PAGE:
9th 35F, +2C, still at first, with occasional sunny periods. Slight frost on the fields. First wintry morning this year! I tried my mustard yellow Ventour jacket. It proved to be transparent to the cold wind but too warm for climbs. So I'd sweat going up and then chill on the descents. Removing my hat helped to even things out.
I stopped at a couple of flea markets/garage sales. The antique block plane (above) wasn't too heavy. The antique branch pruners weighed a ton! I just lashed it onto the top of the bag carrier and fortunately it stayed put. Having the pruners out of the way I was still able to stuff my bag with loads of shopping.
The temperature climbed slowly to 50F, 10C as I plodded on, uphill and down. I removed the jacket and put on my fingerless track mitts at half way. I took the opportunity to sit on a bench and eat my biscuits. Though I was never comfortably warm after that. The wind suddenly arrived from nowhere at 28 miles. Quickly becoming a niggling head wind for the last few miles. I can't say that I was feeling very strong today. It felt as if I had banged the edge of my knee cap, but hadn't. I'm sure I would remember that. The Sram chain stayed together for 35 miles and counting...
BUT, after further consideration, I may have been unfairly criticising the Sram chain. The fault lies not with the chain itself but the tools I used to break and replace links.
Here's my new, Spectra link extractor. Notice the extreme asymmetry of the Sram links at the alignment ears. The Spectra overcomes end loads with the conical end face of the large, adjustable screw on the right. It supports the face of the side plate directly around the pin hole in the side plate. The ears just arrange the links lengthwise across the tool. So that each rivet is presented accurately to the pressure pin on the left. The alignment ears should not be expected to resist any side loads at all.
Here's a cheap-shit, chain link extractor typical of chain store fodder. The Sram chain has literally sheared off the ears. Against which the links rest when a pin is being pushed out. The tool is now completely useless! The cause was the narrowness of the Sram 9speed chain. The heavy shoulder on the right is simply too far away from the ears to take up the pressure loads applied by the rivet pin extraction.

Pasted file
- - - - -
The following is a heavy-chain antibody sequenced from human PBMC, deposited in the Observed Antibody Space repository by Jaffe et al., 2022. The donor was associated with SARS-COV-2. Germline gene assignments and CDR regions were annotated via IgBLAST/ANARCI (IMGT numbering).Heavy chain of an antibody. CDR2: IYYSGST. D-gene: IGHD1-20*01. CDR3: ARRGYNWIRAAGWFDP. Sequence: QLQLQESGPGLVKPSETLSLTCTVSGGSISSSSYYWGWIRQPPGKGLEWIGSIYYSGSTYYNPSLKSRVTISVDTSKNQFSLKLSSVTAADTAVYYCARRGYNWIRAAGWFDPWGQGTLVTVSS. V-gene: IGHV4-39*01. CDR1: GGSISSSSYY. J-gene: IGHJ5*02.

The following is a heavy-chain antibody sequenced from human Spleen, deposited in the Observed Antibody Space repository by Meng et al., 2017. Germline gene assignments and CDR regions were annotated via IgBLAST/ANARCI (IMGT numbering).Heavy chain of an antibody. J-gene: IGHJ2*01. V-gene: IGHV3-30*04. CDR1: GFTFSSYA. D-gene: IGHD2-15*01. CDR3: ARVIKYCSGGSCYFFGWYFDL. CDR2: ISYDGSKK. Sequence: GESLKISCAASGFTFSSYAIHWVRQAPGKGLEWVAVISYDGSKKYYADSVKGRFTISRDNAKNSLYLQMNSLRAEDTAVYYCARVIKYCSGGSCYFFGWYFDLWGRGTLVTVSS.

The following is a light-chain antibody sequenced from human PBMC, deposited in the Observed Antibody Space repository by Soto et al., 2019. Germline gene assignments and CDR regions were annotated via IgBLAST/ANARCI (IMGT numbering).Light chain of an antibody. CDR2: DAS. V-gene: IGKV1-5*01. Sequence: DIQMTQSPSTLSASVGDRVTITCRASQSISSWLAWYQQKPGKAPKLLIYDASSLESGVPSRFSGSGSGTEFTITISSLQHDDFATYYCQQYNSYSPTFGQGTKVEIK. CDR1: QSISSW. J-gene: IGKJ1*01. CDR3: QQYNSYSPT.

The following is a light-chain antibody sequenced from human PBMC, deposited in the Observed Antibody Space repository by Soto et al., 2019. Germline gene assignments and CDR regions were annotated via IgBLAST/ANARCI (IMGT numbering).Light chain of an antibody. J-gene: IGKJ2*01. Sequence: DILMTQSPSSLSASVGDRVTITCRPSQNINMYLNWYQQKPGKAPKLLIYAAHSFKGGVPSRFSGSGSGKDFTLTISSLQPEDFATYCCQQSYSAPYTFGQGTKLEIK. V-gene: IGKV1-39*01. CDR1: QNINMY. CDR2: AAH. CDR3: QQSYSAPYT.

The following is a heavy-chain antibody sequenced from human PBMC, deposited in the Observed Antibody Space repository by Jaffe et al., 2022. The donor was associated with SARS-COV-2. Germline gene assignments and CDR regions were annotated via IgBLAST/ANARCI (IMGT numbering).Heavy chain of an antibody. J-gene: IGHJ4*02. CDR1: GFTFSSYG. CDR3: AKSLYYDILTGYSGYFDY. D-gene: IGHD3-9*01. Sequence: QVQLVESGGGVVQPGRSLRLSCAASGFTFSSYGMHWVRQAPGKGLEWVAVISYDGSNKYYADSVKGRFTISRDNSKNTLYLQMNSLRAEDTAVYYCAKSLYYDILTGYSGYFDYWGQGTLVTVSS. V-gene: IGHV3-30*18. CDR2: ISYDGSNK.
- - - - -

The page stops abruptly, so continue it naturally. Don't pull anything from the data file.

The link side plate is stretched or bowed sideways in this outdated design. The ears are being asked to resist the enormous pressures applied to the rivet. A task for which they were never designed. Though the crap materials used on this tool didn't help. This design should not be used for modern, narrow chains like the Sram 9 and 10 speeds.
At first I was blaming the pin cut-outs for not supporting the Sram side plates properly. The cheapo on the right is worse than the older one on the left. But if the supporting shoulder cannot reach the outside plate on narrow links this becomes completely irrelevant.
Both tools here would probably work fine with the wider 1/8" chains.The one on the right provides more leverage but falls to pieces due to poor thread tolerances and crappy materials.
Ironically, I saw an identical model to the one on the right with an adjustable end stop, pressure resisting, screw. Similar to the Spectra's. This was after I had bought the Spectra. The Spectra provides even more leverage and greater comfort in use. It also feels remarkably light despite its greater size. Naturally, I will report here again if it fails to live up to expectations.
Close-up Sram 9sp chain.
The good life!
There is a new Danish rule that the postperson must be able to deliver post without ever getting out of the van. Nor dismounting from cycle or scooter. So the post box must be accessible from the road and should be between 1 and 1.2 metres high.
Click on any image for an enlargement.